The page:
The WIlliams Lake Bull Show and Sale celebrates 75 years when it returns to the Williams Lake Stockyards this April 19-20. There are 148 bulls entered this year from 43 contributors.

The WIlliams Lake Bull Show and Sale celebrates 75 years when it returns to the Williams Lake Stockyards this April 19-20. There are 148 bulls entered this year from 43 contributors.

Show and Sale goes April 19-20

Strong bull sales are expected to make the 75th annual Williams Lake Bull Show and Sale a hit.

  • Apr. 12, 2012 11:00 a.m.

Strong bull sales are expected to make the 75th annual Williams Lake Bull Show and Sale a hit.

Pam Abrahamse, secretary for the Williams Lake Bull Sale Association, who also works for the B.C. Livestock Producers Co-op, says there are 148 bulls entered this year from 43 contributors at the annual show and sale that takes place Thursday, April 19 and Friday, April 20 at the BC Livestock Producers Stockyards.

The bull breeds this year are Simmental, Angus, Hereford, Shorthorn, Charolais, Limousin, and Gelbvieh.

Darrell Comazzetto from Kamloops, B.C. will be the judge and Wilf Smith, manager of BC Livestock, Williams Lake Stockyards, will open the show at 1 p.m. Thursday, April 19.

Haltered bulls are shown in the ring in age and breed classes and are judged during the show.

The bulls that score high marks from judges will be awarded trophies before they are then sold the next day at the sale.

“The Stampede Queen, Davana Mahon, and Princesses Bobi Bracewell and Alexia Colton will be here on show day presenting ribbons and trophies, and to help with the festivities.” Abrahamse says. “Everyone is welcome to come and watch the show and attend the sale as it is very interesting.”  There will also be a pen show taking place before the regular show, and a large outside agriculture display with Cariboo GM hosting a tasty lunch at its booth.

The sale is one of the biggest in B.C. agriculture. Every year about 700 catalogues with bull listings are printed and distributed through the mail or at the Williams Lake Stockyards, where the show and sale takes place.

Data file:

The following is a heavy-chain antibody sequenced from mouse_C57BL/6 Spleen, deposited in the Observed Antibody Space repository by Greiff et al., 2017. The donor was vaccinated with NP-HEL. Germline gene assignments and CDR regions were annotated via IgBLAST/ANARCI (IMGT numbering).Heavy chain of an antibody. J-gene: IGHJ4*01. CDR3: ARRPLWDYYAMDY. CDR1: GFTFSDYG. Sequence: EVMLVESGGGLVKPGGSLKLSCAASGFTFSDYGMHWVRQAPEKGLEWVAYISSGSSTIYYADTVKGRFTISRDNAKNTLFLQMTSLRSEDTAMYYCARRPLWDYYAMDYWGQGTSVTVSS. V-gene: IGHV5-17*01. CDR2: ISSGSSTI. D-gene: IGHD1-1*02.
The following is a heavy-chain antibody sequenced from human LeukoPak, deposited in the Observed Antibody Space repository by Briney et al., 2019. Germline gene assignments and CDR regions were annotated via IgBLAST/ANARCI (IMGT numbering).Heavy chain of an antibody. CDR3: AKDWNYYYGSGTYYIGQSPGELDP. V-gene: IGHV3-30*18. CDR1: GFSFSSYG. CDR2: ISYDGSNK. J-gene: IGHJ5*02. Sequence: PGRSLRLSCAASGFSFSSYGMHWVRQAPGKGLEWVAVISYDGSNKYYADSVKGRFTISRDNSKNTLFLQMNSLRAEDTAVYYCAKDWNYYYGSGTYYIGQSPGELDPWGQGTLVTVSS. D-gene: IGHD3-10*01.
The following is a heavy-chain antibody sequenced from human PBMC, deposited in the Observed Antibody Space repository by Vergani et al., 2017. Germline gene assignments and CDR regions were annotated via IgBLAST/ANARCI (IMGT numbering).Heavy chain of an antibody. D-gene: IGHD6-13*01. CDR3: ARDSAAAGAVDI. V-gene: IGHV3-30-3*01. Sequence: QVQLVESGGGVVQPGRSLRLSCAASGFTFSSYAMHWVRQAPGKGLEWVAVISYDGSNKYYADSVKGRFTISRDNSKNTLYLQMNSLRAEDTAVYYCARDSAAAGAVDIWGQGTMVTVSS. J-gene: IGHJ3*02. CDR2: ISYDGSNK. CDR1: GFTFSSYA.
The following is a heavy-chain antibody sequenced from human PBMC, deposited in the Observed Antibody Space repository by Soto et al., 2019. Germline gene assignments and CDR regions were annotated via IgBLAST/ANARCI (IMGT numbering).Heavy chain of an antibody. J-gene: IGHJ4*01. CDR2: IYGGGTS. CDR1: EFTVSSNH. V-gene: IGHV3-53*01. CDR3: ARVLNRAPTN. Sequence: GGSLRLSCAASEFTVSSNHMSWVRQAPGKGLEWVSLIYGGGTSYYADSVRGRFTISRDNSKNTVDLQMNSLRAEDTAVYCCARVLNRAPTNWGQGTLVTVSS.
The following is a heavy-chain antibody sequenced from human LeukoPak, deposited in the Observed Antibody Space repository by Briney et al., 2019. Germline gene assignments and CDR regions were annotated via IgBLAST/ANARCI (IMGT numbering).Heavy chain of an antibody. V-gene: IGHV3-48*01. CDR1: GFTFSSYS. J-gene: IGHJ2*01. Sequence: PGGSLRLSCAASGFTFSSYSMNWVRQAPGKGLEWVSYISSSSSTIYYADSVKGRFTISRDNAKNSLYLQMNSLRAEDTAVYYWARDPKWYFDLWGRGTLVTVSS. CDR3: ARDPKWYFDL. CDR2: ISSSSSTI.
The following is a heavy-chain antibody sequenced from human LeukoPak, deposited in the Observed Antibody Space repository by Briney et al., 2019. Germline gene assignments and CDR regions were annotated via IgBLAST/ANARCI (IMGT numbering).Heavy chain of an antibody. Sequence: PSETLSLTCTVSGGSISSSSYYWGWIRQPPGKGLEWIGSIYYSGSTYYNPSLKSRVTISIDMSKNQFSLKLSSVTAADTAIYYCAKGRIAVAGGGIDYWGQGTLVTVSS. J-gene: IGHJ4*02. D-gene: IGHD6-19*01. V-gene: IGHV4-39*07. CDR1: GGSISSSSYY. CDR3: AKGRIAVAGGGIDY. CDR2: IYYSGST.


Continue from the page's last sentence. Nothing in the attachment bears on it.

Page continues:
The bull listings are also available online at  for buyers to look at before the sale.

While much of the sale will be strictly business, there will also be time for sellers to meet and greet each other in a fun, relaxed atmosphere at the sale’s social, which will be held at the Williams Lake Curling Club at 7 p.m. April 19.

The social includes a dinner and drinks and is a great way for the buyers, sellers and the social’s organizers and sponsors to meet and network and have a little fun before they get down to business.

Tickets for the social are free and available at the door.

This year there will be four groups of commercial heifers to kick off the sale.

The sale April 20 will be at 11 a.m. with auctioneers Larry Jordan, Wilf Smith, Wayne Jordan and Alan Smith.

The buyers and sellers social evening is hosted by the Williams Lake Bull Sale Association and is funded by many generous sponsors. Georgio’s Catering is once again providing a wonderful beef on a bun buffet.

For more information contact Abrahamse at 250-296-4744 or visit

Get local stories you won't find anywhere else right to your inbox.
Sign up here

Just Posted

Cariboo-Prince George MP Todd Doherty chairs an opioid crisis working group pushing for policies to stop the flow of illicit drugs in Canada. (Victoria Police Department photo)